|photo credit: Artotem via photopin cc|
After seeing images I created for this blog show up on social media without any indication of where they came from, I tweeted this:
Rediscovered today that I must put watermarks on any images I create for my blog. Because Christians will take & give no credit. #Subtweet
— Aaron Earls (@WardrobeDoor) November 1, 2013
This was not the first time someone has taken a photoshop or image from my blog or Facebook page and passed it off as their own.
Unfortunately, I framed this in a “give me credit” manner, when that was not my main point. Certainly I wish others would link or mention me when they use something I made, but that would be handled if social media users, particularly Christians, were concerned or educated about integrity online.
My primary concern is that we are people of integrity, no matter if we are on social media or in conversation at a coffee shop.
The same rules apply on social media as they do in real life. Just as you should not claim to have taken a photo or painted a portrait when you weren’t involved in their physical creation, you should not pass off as your own something you did not do digitally.
Follow these three social media rules to avoid stealing the work of others and to maintain a life, including the online portion, of integrity.
1. Retweet or share as often as possible – The most direct way to give credit to others is by directly sharing their work and words. You can do that through retweeting on Twitter or sharing on Facebook.
It can be tempting to take the image tweeted out or the thoughts shared in someone’s Facebook status and pass them off as your own. But if they are interesting enough that you want to share them with others, do so while pointing others to the one who originated it.
2. Link as frequently as possible – As a blogger, I always appreciate a link to my blog. Recently, my post about Christian Halloween candy started getting a lot of shares on social media. For many of these people, this was their first time reading my work.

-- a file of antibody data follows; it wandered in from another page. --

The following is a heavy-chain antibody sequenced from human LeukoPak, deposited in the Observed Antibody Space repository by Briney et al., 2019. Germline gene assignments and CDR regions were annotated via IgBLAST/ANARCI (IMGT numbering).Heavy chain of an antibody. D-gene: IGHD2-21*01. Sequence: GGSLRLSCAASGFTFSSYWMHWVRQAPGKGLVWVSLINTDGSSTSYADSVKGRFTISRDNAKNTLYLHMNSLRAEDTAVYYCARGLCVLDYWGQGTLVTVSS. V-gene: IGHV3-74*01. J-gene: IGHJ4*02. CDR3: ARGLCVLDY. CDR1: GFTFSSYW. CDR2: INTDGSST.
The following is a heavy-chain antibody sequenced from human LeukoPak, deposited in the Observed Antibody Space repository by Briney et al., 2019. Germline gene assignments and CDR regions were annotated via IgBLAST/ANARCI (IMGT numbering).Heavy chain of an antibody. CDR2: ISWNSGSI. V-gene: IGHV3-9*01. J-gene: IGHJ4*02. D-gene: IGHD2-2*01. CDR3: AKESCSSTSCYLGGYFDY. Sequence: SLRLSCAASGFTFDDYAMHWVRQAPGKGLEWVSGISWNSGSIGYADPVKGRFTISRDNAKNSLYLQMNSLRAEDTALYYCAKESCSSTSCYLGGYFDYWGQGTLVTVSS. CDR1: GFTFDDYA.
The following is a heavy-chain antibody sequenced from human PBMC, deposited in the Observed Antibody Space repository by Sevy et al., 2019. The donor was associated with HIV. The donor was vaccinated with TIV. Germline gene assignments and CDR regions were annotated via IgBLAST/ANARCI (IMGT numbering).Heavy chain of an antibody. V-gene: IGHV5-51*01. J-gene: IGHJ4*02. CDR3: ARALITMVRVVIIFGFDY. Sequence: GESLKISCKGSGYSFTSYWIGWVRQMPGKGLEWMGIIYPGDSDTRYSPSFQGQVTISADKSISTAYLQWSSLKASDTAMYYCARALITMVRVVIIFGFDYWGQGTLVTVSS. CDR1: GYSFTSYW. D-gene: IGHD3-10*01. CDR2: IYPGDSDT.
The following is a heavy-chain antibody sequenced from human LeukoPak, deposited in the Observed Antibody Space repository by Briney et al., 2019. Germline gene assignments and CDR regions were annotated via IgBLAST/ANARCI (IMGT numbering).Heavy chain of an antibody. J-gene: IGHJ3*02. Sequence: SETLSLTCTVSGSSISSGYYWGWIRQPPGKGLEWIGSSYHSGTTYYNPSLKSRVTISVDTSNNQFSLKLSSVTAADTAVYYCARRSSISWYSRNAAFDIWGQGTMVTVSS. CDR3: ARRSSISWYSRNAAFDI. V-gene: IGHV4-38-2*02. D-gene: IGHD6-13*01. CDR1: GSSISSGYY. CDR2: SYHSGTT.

When they shared my post, I didn’t expect them to tag me on Twitter. They don’t even know I’m on Twitter. But sharing a link is giving credit and something of value to the blogger – additional traffic. It is always appreciated when you point to someone’s blog, instead of giving away the best content through your Twitter or Facebook.
3. Give credit as much as possible – Always look to give credit. When 20 people are sharing the same link on Facebook or Twitter, there’s no need to mention every friend or follow if you share the story. But if one person has an interesting link that no one else has noticed, make note of it. Go the extra mile in crediting others for what they do on social media. Thank them. Retweet them. Link them.
Reverse the normal way of doing things. Instead of giving credit to others only when it is absolutely necessary, do it at every possible moment. Rather than sharing attention with someone else only when you are forced to do so, share it freely and frequently. Look for ways to give others credit, not take it for yourself.
Be it online or off, build relationships and trust by being generous with attention and credit. You will not be perfect at it, but when your name is synonymous with integrity, mistakes will be easily forgotten. If, however, you continually take undeserved credit, mistakes will only serve to further cement your negative reputation.
Practice integrity and authenticity everywhere, even (especially) on social media.